This is to say that the Christian wife, submission is not about her giving and giving and giving, but it is rather the response to her receiving, receiving, receiving. Receiving what? Receiving forgiveness for her sins; receiving life and salvation; receiving the Holy Spirit; receiving God’s unconditional love; receiving the Holy Sacrament this morning…receiving, receiving, receiving, and then she willingly, she lovingly submits…not out of a sense of obligation or drudgery, but in response to the LORD, this is faith, this is love in action. She lives in the design of God. When she submits to her husband, she is submitting to the LORD. When she submits to the LORD, she is submitting to her husband.

“…Christians are subordinate to [Christ] as their Savior with a willing heart, as moved by the Holy Spirit (Eph 5:18). All proper submission is ultimately submission to God himself, who established the order and stands at its head, and refusal to submit is an attitude that arises from a sinful heart in rebellion against God’s Word (Rom 8:7; 10:3).” (Ibid., 603)

When the husband experiences his wife’s submission to God which translates into her submission to him and experiences as a result, her constantly backing him up, that husband is a strong man, a confident man, a man who becomes in a great position to also respond to God’s order, God’s arrangement in holy marriage.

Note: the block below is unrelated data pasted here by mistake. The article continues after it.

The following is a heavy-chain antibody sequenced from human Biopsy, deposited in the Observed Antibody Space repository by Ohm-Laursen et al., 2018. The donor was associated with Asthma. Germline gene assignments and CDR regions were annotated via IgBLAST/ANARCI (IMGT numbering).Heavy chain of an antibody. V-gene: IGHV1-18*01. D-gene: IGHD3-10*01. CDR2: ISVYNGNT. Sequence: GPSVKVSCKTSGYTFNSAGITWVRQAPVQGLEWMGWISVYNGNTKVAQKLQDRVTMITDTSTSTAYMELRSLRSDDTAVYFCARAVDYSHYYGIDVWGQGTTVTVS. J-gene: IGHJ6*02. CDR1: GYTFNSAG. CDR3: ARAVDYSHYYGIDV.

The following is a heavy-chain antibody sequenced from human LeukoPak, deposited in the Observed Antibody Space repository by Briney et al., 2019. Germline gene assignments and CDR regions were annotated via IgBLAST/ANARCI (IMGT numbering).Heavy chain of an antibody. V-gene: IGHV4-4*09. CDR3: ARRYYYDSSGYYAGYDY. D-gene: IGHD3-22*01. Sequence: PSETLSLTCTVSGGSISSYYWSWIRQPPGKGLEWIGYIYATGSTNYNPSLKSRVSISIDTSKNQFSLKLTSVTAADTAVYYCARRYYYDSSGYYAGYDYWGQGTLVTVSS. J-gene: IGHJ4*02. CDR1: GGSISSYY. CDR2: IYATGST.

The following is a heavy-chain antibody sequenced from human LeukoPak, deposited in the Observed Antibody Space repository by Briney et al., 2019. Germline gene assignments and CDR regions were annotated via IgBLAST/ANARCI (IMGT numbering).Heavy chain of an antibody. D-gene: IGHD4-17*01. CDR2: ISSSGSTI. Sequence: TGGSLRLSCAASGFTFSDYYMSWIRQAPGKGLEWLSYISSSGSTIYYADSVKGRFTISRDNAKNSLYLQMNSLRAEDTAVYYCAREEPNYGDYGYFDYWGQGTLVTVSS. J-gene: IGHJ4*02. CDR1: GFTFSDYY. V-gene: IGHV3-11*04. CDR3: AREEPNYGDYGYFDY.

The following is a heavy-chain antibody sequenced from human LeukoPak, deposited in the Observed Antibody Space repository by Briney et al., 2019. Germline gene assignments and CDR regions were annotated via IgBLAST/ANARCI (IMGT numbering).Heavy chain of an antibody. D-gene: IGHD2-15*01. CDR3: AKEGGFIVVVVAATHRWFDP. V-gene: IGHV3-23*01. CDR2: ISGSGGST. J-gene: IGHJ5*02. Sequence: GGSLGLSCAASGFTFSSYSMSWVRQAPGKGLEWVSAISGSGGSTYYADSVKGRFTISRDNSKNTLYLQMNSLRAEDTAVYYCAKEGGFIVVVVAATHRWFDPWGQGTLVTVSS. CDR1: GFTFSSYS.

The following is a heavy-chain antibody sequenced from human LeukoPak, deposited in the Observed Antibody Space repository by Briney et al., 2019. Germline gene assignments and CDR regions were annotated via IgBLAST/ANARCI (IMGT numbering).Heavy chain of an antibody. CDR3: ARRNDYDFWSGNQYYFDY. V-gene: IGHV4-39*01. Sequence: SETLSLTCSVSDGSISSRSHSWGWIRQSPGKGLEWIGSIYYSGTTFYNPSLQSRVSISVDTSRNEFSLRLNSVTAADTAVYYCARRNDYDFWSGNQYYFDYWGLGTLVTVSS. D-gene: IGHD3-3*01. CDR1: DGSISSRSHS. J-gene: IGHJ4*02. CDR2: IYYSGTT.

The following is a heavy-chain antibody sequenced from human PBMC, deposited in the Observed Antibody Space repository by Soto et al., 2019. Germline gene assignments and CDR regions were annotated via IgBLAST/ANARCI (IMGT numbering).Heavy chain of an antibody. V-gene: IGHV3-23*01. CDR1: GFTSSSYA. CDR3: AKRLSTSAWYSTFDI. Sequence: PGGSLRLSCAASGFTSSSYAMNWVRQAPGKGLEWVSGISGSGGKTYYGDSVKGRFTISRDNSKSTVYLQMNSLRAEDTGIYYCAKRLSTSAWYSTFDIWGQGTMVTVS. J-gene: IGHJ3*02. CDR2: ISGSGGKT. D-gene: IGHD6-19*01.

“Husbands, love your wives, as Christ loved the church and gave himself up for her (verse 25).” This is God’s order and arrangement for husbands in marriage. Husbands, be as Christ to your wife. Live in the mystery here revealed. This is how to be a husband. God is telling us right here.

There is seemingly much more of God’s Word devoted to the husband. Not really. The additional Word is about Christ and the Church, but there is still revelation for the husband in marriage and it is wonderfully put forth at verse 25.

The language is straight-forward: husbands are to love their wives as Christ loved His Church. Husbands say, but how can I do that?! You can because Christ has given, and given, and given, and given, and given to you men of God. He has forgiven your sins, He has given you life, He has given you salvation. He has done all this for you and you are baptized men of God also filled with the Holy Spirit (Eph 5:18) which is a continuous state as you daily live in your holy baptism.